Betting on Private Insurers
Just-released estimates of national health spending in 2010 by the Centers for Medicare and Medicaid Services (CMS) show that 45% of our health care spending is financed by the federal and state governments, primarily through the Medicare and Medicaid programs. This share has grown temporarily in recent years because of the economic downturn, as private insurance has declined and Medicaid has grown. It has also increased due to our demographic destiny: the growing cohort of baby boomers who are retiring and shifting from employer-sponsored health insurance to Medicare.
As Kaiser Family Foundation President and CEO Drew Altman has written, this is hardly evidence of an “imminent danger of a government takeover” of the health system. In fact, if one slices the pie in a slightly different way – looking at how health benefits are managed, rather than how they are financed – it becomes clear that in some ways quite the opposite is true: we are increasingly relying on the private insurance industry to provide health coverage. And, even when coverage is publicly-managed, health care services are primarily purchased from private providers.
Take the 255.3 million Americans who were insured in 2010:
- 149.9 million were covered through employer-sponsored coverage, either through a privately-insured plan or a self-funded plan managed by a private third-party administrator (almost always an insurance company).
- 14.9 million bought coverage on their own from an insurer.
- 38.1 million were covered through Medicare, a government social insurance program. But, as of the end of 2010, 11.4 million of those beneficiaries were enrolled in private Medicare Advantage plans. (Many Medicare beneficiaries also receive their prescription drug coverage through private insurers in Medicare Part D, or get supplemental insurance through Medigap or employer retiree plans, but let’s leave those aside since part of their coverage is still arranged by a government program.)
- 48.4 million were covered through Medicaid, but about 11.2 million received coverage through a private managed care organization. (An additional 15.5 million beneficiaries received coverage through Medicaid-only managed care plans, which are a mix of private insurers and publicly-sponsored plans. As a result we don’t categorize them as being managed by private insurers, but a meaningful number are private insurers, so our figures underestimate the influence of private plans.)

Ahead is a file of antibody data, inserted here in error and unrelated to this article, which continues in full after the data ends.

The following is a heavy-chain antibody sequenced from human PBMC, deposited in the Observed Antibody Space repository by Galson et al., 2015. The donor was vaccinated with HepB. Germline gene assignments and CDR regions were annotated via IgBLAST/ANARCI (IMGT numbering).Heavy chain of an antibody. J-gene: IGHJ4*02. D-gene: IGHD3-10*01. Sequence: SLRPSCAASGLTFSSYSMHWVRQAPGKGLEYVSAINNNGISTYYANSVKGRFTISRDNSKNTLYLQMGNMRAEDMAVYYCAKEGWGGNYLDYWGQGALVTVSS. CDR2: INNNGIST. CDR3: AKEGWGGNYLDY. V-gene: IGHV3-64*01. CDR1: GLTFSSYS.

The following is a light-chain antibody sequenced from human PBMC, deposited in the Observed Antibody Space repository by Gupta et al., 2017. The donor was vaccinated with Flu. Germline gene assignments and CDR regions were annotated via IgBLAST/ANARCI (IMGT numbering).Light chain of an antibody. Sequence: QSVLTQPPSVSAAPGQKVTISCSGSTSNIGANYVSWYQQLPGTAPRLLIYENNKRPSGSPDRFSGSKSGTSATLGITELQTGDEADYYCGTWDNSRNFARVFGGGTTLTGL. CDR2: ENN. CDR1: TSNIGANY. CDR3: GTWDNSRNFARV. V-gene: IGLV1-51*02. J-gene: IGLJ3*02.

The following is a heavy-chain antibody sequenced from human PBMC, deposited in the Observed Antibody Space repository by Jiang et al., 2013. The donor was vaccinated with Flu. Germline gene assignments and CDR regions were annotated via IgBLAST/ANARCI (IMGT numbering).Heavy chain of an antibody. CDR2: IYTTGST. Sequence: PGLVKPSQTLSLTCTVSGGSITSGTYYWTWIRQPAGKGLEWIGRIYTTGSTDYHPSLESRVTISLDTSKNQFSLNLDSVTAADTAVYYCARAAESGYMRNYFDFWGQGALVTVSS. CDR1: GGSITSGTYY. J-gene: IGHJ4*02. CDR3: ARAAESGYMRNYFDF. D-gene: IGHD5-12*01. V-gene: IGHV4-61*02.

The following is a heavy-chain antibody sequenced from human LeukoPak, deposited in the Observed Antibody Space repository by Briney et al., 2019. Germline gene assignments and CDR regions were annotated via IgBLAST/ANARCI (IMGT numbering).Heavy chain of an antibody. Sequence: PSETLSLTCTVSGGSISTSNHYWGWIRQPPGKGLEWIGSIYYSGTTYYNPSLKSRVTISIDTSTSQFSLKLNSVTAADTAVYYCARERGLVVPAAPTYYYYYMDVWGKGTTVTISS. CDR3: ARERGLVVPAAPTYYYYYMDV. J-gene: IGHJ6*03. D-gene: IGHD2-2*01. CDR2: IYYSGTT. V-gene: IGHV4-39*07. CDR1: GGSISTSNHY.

So, out of the 255.3 million people with health coverage in 2010, at least 73% were in private insurance arrangements. This share is likely to grow starting in 2014, when major elements of the Affordable Care Act (ACA) kick in. Many of those currently uninsured will buy private insurance through new state-based exchanges, and others will be covered through expanded eligibility in Medicaid, likely more often than not in a managed care plan. (The Congressional Budget Office projects that Medicare Advantage enrollment will decline as a result of the ACA, but that effect is small relative to the newly-insured.)
There’s no doubt that the expansion of private insurance for managed care in public programs in recent years has been important for the insurance industry. A recent Bloomberg Government study examined the financial performance of the nation’s private insurers, concluding that the “biggest contributor” to recent revenue and enrollment growth “has been a substantial expansion in the companies’ Medicare Advantage and Medicaid managed-care businesses.” Across the health system, we pay a price for this reliance on private insurance in terms of higher administrative costs. The McKinsey Global Institute estimates that the U.S. spends nearly five times as much as the average for all OECD countries on administrative costs on a per capita basis.
The question is, will our bet on private insurance help to control costs over time? Recently, private insurance premiums – like the rest of the health care system – have been growing quite slowly. In 2010 premiums increased by 2.4%, according to the CMS estimates. This is largely the result of slow growth in the use of services, likely driven by the recession and increases in patient cost-sharing. Whether, and by how much, utilization will pick back up when the economy recovers is an open question. If premiums once again start to accelerate, insurers may come under growing pressure to demonstrate their value to the system.